The disciples are enmeshed, they are not untangled from their nets. Don’t we know it. We set our agenda by the people’s expectations, to give the people what they want. It’s really that we are afraid of human need. We fear the neediness pressing in on us, and we want Jesus to relieve it. “Relieve the symptoms here, O Jesus.” But he is not compelled by what people seem to need.
Jesus was being tempted here. In the gospels of Matthew and Luke the temptations come from the devil. In Mark the temptation comes from Jesus’ ministry, to stay there healing everyone. If he moves on, he will disappoint the people there. To be free of them will be criticized as detachment, or that he doesn’t care. To keep himself from enmeshment and entanglement he must remove himself to pray and keep centered on his deepest desire, the desire that he shares with his Father.
Elders and deacons. This story is for you especially today. You will feel like the disciples here. You will feel the need and the pressure of the need. But you can act like Jesus, caring and loving, not detached, but unattached, so that you can really care and love. The people have elected you, but this is not really a democracy, because it is Jesus whom you elders and deacons represent, which is why we not only install you but also ordain you. Ordination means you are taking on the office of Christ.
The Reformed Church is the only Protestant denomination which ordains deacons and elders along with pastors. A Reformed Church consistory messes up the familiar boundary between the clergy and the laity. Intentionally so. We do not distinguish between offices which are spiritual and offices which are practical. We do not separate the spiritual and the physical, their spiritual work as elders and deacons and their down-to-earth concerns as the board of trustees; indeed, the spiritual directs the physical. Our model is the Incarnation of Jesus Christ, and our elders and deacons are first and foremost representatives of Christ, and their first obligation is the Mission that God is on.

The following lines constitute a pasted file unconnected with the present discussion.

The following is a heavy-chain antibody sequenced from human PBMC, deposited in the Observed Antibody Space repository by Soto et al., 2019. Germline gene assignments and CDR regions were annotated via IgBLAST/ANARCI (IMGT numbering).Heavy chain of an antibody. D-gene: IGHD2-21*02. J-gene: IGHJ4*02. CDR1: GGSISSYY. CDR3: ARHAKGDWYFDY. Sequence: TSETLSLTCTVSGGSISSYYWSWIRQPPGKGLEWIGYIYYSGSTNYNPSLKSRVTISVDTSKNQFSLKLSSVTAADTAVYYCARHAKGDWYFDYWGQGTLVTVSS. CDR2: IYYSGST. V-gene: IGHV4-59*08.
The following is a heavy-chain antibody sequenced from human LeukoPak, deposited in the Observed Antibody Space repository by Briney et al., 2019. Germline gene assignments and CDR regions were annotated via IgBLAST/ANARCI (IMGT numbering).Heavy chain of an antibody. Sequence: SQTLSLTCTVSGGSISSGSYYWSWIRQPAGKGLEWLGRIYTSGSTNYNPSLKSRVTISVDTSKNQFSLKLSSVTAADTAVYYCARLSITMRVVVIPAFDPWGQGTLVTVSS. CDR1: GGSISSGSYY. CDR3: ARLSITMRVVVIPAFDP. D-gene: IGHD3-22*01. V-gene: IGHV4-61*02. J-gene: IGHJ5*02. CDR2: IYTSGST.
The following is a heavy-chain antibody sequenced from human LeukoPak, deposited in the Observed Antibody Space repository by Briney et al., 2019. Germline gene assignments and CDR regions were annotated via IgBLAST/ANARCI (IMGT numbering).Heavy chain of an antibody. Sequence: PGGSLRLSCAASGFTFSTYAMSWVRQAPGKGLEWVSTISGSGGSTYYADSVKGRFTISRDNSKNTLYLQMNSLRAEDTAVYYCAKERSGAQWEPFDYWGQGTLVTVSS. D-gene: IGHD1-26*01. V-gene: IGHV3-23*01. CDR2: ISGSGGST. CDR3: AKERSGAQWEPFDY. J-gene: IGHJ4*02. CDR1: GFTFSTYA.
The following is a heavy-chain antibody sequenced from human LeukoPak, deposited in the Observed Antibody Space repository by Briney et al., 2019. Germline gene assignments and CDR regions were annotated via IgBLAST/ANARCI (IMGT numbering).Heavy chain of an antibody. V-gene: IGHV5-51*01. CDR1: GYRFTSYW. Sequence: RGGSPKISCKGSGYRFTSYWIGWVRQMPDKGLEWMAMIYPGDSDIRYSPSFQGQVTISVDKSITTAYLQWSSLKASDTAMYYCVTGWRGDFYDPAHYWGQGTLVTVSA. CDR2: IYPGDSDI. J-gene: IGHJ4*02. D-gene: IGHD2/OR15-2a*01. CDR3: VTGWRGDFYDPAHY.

So elders and deacons, you listen to the voices of the congregants, their desires and opinions and their needs, and their voices will keep calling you back to them. Listen to them in love, attend to them, and keep in touch with them, but then you must turn around and pray and wait upon the Lord, and listen for where Jesus is calling you to, which may be beyond where the people feel their need. If you do not pray for them you will not be able to lead them. If you don’t hand them over to to God, you will be enmeshed with them and you will not be able to keep on rightly serving them. You are free from your people in order to be free for your people, and you get that freedom in prayer.
So here’s the vision of the mission. The elders and deacons expand the working Incarnation in the church. The reason they work in pairs or in groups is because they spread out the contact, they spread out the one-by-one, they expand the Incarnation. That’s also why they are not called away from their day jobs; they are fully among you to touch you one by one. Just by their offices they express the mission of God coming into the world, not to take you out of the world, but to save it.
Their roles are different but never separate. The elders are responsible for you who come to the door, and for bringing you through the door, and bringing you to Jesus’ table, and laying hands on you when you are down, and telling you how to behave in Jesus’ house. The deacons lead you back out from Jesus’ table, and they gather your gratitude into service like Simon’s mother-in-law, and they help you take the healing out the door and into the city, extending the lifting-up of God.
Together, and with me as pastor, we forge a small community of Jesus. We do all five of our missions with each other. We worship together, we learn from each other and enjoy each other, we offer each other sanctuary and we offer each other hospitality, in order to maintain this historic congregation we have inherited. There is no separation between the spiritual and physical, and that’s because of the Incarnation, and the motivation of the Incarnation is God’s great love for us.
Copyright © 2015 by Daniel Meeter, all rights reserved.